Reporting from Beijing — Chinese President Hu Jintao flew Sunday to the site of last week's earthquake on the Tibetan plateau, the latest effort to portray a government that is both compassionate and competent to a people who have made it clear at times that they don't want to be under Chinese rule.
With the death toll rising sharply -- at latest count, 1,706 -- China's handling of the disaster relief is under close scrutiny. The pressure on China has been heightened by a request over the weekend by the Dalai Lama, Tibet's exiled spiritual leader, to visit the area where the earthquake struck and pray for victims. In a letter released Saturday by his office in Dharmsala, India, the Dalai Lama noted that he was born in Qinghai province, where the quake hit.
"To fulfill the wishes of many of the people there, I am eager to go there myself to offer them comfort," he said. He also in the letter complimented the Chinese government for its handling of earthquake relief, in particular pointing to an unusually long visit by Premier Wen Jiabao on Thursday and Friday.
Beijing has not yet formally responded, but is thought unlikely to approve a visit from a religious leader it has vilified as a separatist who would destroy China's unity.
Over the weekend, Buddhist monks cremated more than 1,000 bodies on a hillside outside the main town of Jiegu. In Tibetan culture, the dead are to be left out in the open for what are called sky burials, to be eaten by vultures, but monks said that there were too many dead to follow the tradition.
President Hu, who had cut short a trip to Latin America, promised to rebuild quickly during his tour of the region Sunday. According to a report by the New China News Agency, he visited a makeshift school in a tent and wrote in chalk on the blackboard, "There will be new schools! There will be new homes!"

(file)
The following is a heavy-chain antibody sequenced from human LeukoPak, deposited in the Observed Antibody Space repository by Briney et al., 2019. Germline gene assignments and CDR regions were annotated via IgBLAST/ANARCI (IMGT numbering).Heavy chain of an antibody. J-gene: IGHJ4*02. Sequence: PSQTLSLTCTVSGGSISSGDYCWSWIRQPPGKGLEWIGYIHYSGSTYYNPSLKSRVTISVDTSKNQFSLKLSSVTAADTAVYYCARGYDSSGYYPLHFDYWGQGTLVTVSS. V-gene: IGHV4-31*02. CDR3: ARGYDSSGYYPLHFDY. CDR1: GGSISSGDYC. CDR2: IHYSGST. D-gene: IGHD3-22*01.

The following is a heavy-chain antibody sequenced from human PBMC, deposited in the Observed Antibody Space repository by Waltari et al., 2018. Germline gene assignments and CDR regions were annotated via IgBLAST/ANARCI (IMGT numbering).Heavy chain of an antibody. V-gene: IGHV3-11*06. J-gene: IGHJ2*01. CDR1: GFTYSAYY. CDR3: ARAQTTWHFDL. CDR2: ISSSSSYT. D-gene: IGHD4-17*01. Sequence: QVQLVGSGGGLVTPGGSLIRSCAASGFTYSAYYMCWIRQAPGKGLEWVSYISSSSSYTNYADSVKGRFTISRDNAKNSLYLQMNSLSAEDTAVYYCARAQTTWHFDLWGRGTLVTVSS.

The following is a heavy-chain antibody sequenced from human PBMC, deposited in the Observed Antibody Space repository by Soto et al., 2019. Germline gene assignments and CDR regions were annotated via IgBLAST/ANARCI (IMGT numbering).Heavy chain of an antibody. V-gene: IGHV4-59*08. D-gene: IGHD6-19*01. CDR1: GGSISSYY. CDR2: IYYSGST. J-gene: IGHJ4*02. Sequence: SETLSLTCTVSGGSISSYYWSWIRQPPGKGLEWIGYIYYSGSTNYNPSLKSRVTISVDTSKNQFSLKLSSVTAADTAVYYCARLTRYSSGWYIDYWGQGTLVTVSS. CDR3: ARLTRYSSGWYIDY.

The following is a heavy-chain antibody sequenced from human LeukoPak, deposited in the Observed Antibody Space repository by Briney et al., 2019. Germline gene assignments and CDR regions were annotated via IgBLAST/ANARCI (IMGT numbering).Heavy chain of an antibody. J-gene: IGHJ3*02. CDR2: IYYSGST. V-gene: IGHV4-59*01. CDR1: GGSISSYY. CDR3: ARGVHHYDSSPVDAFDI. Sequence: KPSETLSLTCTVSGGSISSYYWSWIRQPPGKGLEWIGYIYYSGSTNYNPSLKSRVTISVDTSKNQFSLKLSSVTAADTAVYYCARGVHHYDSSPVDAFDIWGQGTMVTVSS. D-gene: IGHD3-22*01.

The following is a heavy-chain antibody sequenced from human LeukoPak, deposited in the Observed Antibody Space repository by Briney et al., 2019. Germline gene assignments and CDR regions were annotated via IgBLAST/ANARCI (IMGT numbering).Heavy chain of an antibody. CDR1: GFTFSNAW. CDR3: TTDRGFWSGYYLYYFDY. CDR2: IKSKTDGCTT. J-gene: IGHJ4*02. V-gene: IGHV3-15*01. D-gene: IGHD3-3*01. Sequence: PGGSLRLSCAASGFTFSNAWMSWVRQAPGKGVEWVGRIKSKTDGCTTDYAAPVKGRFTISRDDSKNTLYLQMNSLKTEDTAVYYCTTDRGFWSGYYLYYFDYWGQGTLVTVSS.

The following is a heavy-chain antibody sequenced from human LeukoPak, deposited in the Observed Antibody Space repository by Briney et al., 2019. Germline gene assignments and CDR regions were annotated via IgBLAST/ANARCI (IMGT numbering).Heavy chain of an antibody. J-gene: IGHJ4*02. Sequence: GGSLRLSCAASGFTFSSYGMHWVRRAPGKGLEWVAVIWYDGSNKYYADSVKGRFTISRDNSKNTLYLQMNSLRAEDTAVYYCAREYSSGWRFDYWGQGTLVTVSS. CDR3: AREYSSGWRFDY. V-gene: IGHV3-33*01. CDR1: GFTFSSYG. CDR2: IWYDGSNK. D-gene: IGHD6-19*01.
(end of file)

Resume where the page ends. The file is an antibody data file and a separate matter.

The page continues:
Human rights advocates have been closely scrutinizing China's relief effort in an area that is more than 90% Tibetan.
"At the moment everybody is concerned with finding their families and their immediate concerns about the dead, but I can see that more of these issues are coming up," said Sam Wangyal, a London-based Tibetan whose family comes from near the quake-stricken area.
At issue is how Chinese authorities interact with Tibetan civilians and Buddhist clergy. There have been grumblings that Chinese soldiers garrisoned in Yushu were slow to respond, protecting their caches of weapons, and gasoline and banks, rather than helping to dig out victims in the critical hours just after the earthquake.
More than 500 Tibetan monks from nearby Sichuan province arrived within hours after the earthquake to volunteer for the rescue, and there were some tensions with Chinese soldiers about who was supposed to do what.
The Tibetan monks were also taking bodies of the dead to monasteries for prayers, which may have kept initial death toll reports lower.
"Certainly there were scattered incidents about which people expressed concern. I got a report that there was a misunderstanding between soldiers and monks and a lama was asked to go and mediate, but that story had a good ending," said Robbie Barnett, a Tibet expert at Columbia University.